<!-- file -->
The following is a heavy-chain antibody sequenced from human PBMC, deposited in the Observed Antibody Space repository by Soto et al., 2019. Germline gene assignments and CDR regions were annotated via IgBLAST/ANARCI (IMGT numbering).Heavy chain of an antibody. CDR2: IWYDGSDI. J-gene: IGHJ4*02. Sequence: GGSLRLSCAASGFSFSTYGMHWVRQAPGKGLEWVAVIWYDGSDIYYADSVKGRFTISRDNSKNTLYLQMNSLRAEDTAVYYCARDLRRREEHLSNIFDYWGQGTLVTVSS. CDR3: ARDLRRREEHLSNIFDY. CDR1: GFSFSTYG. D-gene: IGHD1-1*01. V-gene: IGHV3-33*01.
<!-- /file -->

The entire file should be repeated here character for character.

The following is a heavy-chain antibody sequenced from human PBMC, deposited in the Observed Antibody Space repository by Soto et al., 2019. Germline gene assignments and CDR regions were annotated via IgBLAST/ANARCI (IMGT numbering).Heavy chain of an antibody. CDR2: IWYDGSDI. J-gene: IGHJ4*02. Sequence: GGSLRLSCAASGFSFSTYGMHWVRQAPGKGLEWVAVIWYDGSDIYYADSVKGRFTISRDNSKNTLYLQMNSLRAEDTAVYYCARDLRRREEHLSNIFDYWGQGTLVTVSS. CDR3: ARDLRRREEHLSNIFDY. CDR1: GFSFSTYG. D-gene: IGHD1-1*01. V-gene: IGHV3-33*01.